The Kunsthalle Zürich launched its exhibition season at the Museum Bärengasse—where it is temporarily based until June 2012 while work is carried out on the conversion and renovation of its permanent home at the Löwenbräu Areal—with Zobernig's solo exhibition "ohne Titel (in Red)." In keeping with the rooms in the buildings of the Museum Bärengasse, which were constructed in 1670, the works selected for presentation focused on the topics of "furnishing" and "light," and played with the domesticated interior of the former residential buildings. Closing the shutters on the windows of the two early Baroque houses, Zobernig submerged the exhibition spaces in red light with his work "ohne Titel" produced in 1994. By doing so, concepts such as "display," "installation," "setting up," and "representation," as well as "site-specificity" for the idiosyncratic context of the spaces, were put up for discussion and confronted with the traditional understanding of the installation.
This publication attempts to transform the exhibition, treated as a retrospective—it showed a cross-section of Zobernig's artistic oeuvre from 1985 to the present—into book form. It includes an essay by Gregor Stemmrich in which he focuses on the understanding of the afore-mentioned concepts as well as on their affects on the perception of an art institution such as the Museum Bärengasse. This text not only reflects the exhibition "ohne Titel (in Red)," but provides an insight into Heimo Zobernig's practice and concerns in general. The publication is realized in close collaboration with the artist and contains numerous installation views.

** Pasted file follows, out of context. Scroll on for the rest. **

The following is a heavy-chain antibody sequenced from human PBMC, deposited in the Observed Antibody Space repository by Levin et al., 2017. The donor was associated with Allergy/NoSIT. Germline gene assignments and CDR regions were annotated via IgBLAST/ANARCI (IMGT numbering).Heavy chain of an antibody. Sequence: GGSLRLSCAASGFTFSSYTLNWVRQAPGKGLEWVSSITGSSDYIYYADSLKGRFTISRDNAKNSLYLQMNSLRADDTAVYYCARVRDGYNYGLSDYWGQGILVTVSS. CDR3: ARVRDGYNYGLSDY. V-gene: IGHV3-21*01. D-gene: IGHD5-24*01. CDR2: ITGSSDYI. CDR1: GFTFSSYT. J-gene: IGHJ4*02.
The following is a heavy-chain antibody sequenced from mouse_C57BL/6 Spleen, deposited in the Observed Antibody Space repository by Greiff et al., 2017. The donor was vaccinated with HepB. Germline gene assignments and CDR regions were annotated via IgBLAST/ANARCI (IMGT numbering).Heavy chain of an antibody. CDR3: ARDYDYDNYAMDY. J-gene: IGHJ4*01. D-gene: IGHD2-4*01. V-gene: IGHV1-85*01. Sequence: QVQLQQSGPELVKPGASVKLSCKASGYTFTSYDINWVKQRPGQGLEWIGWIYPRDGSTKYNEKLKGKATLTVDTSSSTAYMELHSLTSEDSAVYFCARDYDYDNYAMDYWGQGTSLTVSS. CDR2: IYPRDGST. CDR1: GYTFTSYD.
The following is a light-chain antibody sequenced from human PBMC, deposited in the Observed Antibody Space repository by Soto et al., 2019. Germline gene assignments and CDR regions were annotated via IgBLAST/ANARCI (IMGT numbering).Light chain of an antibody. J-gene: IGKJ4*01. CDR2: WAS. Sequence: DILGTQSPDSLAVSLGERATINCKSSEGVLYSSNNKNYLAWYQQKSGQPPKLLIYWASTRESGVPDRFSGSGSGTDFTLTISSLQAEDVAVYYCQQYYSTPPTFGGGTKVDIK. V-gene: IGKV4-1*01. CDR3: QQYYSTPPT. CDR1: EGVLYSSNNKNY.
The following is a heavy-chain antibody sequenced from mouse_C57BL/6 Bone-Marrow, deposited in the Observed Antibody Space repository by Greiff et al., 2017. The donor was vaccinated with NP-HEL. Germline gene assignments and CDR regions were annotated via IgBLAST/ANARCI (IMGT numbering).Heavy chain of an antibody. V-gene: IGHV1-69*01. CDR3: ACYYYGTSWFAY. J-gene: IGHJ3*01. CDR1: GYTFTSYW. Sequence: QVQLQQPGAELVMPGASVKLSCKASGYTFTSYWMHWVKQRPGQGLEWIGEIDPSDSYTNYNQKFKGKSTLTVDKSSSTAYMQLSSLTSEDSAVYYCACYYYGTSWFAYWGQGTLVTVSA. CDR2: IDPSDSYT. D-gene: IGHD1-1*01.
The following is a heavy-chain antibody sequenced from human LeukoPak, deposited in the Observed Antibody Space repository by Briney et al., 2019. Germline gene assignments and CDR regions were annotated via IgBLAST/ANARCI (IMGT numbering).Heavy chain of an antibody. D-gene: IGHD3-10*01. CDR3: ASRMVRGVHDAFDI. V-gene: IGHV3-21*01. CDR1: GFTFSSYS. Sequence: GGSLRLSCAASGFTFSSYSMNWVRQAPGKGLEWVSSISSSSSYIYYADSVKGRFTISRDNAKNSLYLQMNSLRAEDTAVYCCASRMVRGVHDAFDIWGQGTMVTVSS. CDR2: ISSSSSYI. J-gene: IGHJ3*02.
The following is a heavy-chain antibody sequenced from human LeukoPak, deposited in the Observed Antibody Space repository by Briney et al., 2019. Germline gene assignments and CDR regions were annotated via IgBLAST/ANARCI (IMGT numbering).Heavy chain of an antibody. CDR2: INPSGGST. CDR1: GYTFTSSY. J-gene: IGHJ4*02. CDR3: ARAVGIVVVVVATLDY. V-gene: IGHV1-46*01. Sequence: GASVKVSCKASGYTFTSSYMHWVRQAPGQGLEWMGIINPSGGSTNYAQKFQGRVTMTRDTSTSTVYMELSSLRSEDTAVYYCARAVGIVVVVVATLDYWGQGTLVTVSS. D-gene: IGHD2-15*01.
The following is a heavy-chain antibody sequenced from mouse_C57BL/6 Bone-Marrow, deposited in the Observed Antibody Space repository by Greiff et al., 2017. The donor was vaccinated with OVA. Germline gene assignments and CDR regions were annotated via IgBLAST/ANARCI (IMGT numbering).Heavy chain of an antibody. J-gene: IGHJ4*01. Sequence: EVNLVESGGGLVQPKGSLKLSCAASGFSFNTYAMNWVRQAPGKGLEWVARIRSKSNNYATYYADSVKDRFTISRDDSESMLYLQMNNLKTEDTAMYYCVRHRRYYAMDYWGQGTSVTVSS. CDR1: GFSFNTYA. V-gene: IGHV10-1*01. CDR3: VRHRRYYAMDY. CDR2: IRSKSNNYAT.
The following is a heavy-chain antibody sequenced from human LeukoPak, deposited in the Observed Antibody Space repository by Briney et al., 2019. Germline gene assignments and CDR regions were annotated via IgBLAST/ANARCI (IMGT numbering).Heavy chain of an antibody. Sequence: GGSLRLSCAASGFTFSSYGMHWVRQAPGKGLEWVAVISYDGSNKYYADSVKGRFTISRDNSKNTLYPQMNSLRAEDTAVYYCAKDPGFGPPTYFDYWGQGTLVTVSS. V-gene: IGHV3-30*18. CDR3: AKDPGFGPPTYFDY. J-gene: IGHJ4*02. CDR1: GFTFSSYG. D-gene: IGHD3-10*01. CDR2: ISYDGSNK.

Published on the occasion of the eponymous exhibition at Kunsthalle Zurich, from January to March 2011.
Heimo Zobernig (born 1958 in Mauthen, Austria, lives and works in Vienna) has been viewed as a key figure on the Austrian art scene since the early 1980s. His oeuvre explores themes of minimalism, the historical loading of the opposing pair of "figurativeness vs. abstraction," and the problem as to what art is or can be—its outward form and function.